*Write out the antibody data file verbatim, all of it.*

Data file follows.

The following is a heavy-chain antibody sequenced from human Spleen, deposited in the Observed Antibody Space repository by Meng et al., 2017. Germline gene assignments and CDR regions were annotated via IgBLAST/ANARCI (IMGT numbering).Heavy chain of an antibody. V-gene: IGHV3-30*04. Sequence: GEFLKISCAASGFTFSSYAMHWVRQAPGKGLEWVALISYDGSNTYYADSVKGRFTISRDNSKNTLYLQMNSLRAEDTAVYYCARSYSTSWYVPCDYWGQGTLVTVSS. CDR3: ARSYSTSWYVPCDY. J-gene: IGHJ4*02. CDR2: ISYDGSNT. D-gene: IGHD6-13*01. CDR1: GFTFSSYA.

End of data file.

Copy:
The following is a heavy-chain antibody sequenced from human Spleen, deposited in the Observed Antibody Space repository by Meng et al., 2017. Germline gene assignments and CDR regions were annotated via IgBLAST/ANARCI (IMGT numbering).Heavy chain of an antibody. V-gene: IGHV3-30*04. Sequence: GEFLKISCAASGFTFSSYAMHWVRQAPGKGLEWVALISYDGSNTYYADSVKGRFTISRDNSKNTLYLQMNSLRAEDTAVYYCARSYSTSWYVPCDYWGQGTLVTVSS. CDR3: ARSYSTSWYVPCDY. J-gene: IGHJ4*02. CDR2: ISYDGSNT. D-gene: IGHD6-13*01. CDR1: GFTFSSYA.